Proposed change in the oath of office

In making my previous post I failed to notice this. In this link is a little side bar on the subject, also from Spokane Valley, Washington.

Here’s a snip;
Spokane Valley city staff are researching a resident’s suggestion that city officials promise to “refuse to enforce any law that I deem to be unconstitutional, even if it’s upheld by the courts or I’m ordered to do so by my superiors.”

Now THAT’S what I’m talkin’ ’bout. Go read the whole thing. It needs to go farther though, if it’s to have the needed effect. It needs to include a declaration that the oath-keeper will use all means available to protect citizens from outside authorities attempting to enforce unconstitutional laws or rules. Then we’ll start to have a real, constitutional republic.

Adding; “…and to this I pledge my life, my fortunes, and my sacred honor” wouldn’t hurt either. Those in law enforcement want us to see them as the “thin blue line” which protects us from aggression? OK then; let’s get serious about it for once.


4 thoughts on “Proposed change in the oath of office

  1. Then again, it should be obvious that the existing standard oath of office already requires this. “Protect and defend the Constitution” requires the individual to judge what is required to do so. It says “Constitution”, not “opinions of the courts”, or “orders of my superiors”.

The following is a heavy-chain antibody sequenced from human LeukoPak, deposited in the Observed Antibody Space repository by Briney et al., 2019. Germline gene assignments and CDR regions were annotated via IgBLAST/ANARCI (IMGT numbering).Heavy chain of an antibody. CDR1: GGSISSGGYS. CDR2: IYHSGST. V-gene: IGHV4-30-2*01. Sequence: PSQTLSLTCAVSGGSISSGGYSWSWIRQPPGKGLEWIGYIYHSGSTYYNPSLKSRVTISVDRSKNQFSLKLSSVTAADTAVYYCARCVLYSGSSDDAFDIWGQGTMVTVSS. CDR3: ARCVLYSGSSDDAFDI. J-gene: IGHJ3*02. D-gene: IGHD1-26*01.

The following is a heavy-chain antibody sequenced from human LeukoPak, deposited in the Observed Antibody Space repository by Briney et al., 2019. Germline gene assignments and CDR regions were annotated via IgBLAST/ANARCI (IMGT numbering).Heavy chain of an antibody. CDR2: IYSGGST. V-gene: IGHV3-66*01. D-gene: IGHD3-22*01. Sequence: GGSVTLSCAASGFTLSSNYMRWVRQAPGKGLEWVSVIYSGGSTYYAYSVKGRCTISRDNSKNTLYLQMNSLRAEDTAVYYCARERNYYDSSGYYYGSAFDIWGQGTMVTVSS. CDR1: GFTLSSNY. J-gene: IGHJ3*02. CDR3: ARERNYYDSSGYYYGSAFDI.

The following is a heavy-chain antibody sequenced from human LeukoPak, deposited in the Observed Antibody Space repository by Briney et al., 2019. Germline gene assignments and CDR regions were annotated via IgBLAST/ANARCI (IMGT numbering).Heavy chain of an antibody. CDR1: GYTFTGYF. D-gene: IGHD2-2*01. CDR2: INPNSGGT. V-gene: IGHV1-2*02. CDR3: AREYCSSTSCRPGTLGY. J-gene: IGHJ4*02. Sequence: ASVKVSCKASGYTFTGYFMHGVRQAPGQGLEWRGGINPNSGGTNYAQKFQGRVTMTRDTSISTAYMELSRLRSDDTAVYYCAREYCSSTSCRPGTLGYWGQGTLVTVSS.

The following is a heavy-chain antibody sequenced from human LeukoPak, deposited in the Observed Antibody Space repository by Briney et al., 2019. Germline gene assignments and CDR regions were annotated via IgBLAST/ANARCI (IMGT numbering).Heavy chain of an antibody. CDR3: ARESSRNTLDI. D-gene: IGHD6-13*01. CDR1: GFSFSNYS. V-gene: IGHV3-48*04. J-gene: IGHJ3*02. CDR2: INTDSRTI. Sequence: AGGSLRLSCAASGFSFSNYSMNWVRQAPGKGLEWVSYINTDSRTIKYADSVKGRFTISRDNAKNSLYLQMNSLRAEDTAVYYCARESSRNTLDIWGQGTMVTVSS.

Along the same lines, the phrase from the military oath “all lawful orders of my superiors” implies an individual duty to judge each order as to whether it is or is not lawful.

    • According to the linked article, the oath for that particular city doesn’t have the bit about the U.S. constitution.

      • Indeed it does not; you can actually see this in the online copy of the Spokane Valley municipal code. That means the oath is illegal and is null and void, and the people claiming to hold office there don’t actually legally do so.
        Article VI: “…and all executive and judicial Officers, both of the United States and of the several States, shall be bound by Oath or Affirmation, to support this Constitution; …”

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